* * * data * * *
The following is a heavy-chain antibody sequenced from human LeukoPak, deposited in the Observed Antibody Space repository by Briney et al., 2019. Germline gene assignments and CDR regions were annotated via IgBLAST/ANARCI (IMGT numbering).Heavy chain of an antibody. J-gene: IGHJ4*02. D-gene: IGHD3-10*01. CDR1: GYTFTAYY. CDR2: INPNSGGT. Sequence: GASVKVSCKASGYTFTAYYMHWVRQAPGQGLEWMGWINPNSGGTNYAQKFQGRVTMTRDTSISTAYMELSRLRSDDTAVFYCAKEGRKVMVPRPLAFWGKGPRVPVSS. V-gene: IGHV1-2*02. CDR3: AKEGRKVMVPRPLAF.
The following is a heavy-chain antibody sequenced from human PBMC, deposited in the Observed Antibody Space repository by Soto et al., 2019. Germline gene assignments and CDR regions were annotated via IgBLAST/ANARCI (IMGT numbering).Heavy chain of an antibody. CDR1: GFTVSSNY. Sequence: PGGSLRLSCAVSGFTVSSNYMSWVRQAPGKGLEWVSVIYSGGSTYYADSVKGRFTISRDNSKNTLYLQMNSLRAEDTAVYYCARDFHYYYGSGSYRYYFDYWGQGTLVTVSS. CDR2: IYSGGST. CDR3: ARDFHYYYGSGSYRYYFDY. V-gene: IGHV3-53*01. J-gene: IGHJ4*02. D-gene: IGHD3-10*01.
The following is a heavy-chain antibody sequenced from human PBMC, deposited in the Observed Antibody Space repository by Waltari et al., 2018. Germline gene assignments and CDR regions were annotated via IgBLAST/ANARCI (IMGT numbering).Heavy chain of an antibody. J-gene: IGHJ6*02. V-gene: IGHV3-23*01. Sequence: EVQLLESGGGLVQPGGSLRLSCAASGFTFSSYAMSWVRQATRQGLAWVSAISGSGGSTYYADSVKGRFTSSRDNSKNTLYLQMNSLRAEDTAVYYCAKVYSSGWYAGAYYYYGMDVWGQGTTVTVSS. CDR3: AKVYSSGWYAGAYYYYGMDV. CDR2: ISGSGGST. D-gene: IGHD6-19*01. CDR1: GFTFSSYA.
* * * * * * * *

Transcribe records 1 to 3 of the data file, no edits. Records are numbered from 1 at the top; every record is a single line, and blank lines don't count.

The following is a heavy-chain antibody sequenced from human LeukoPak, deposited in the Observed Antibody Space repository by Briney et al., 2019. Germline gene assignments and CDR regions were annotated via IgBLAST/ANARCI (IMGT numbering).Heavy chain of an antibody. J-gene: IGHJ4*02. D-gene: IGHD3-10*01. CDR1: GYTFTAYY. CDR2: INPNSGGT. Sequence: GASVKVSCKASGYTFTAYYMHWVRQAPGQGLEWMGWINPNSGGTNYAQKFQGRVTMTRDTSISTAYMELSRLRSDDTAVFYCAKEGRKVMVPRPLAFWGKGPRVPVSS. V-gene: IGHV1-2*02. CDR3: AKEGRKVMVPRPLAF.
The following is a heavy-chain antibody sequenced from human PBMC, deposited in the Observed Antibody Space repository by Soto et al., 2019. Germline gene assignments and CDR regions were annotated via IgBLAST/ANARCI (IMGT numbering).Heavy chain of an antibody. CDR1: GFTVSSNY. Sequence: PGGSLRLSCAVSGFTVSSNYMSWVRQAPGKGLEWVSVIYSGGSTYYADSVKGRFTISRDNSKNTLYLQMNSLRAEDTAVYYCARDFHYYYGSGSYRYYFDYWGQGTLVTVSS. CDR2: IYSGGST. CDR3: ARDFHYYYGSGSYRYYFDY. V-gene: IGHV3-53*01. J-gene: IGHJ4*02. D-gene: IGHD3-10*01.
The following is a heavy-chain antibody sequenced from human PBMC, deposited in the Observed Antibody Space repository by Waltari et al., 2018. Germline gene assignments and CDR regions were annotated via IgBLAST/ANARCI (IMGT numbering).Heavy chain of an antibody. J-gene: IGHJ6*02. V-gene: IGHV3-23*01. Sequence: EVQLLESGGGLVQPGGSLRLSCAASGFTFSSYAMSWVRQATRQGLAWVSAISGSGGSTYYADSVKGRFTSSRDNSKNTLYLQMNSLRAEDTAVYYCAKVYSSGWYAGAYYYYGMDVWGQGTTVTVSS. CDR3: AKVYSSGWYAGAYYYYGMDV. CDR2: ISGSGGST. D-gene: IGHD6-19*01. CDR1: GFTFSSYA.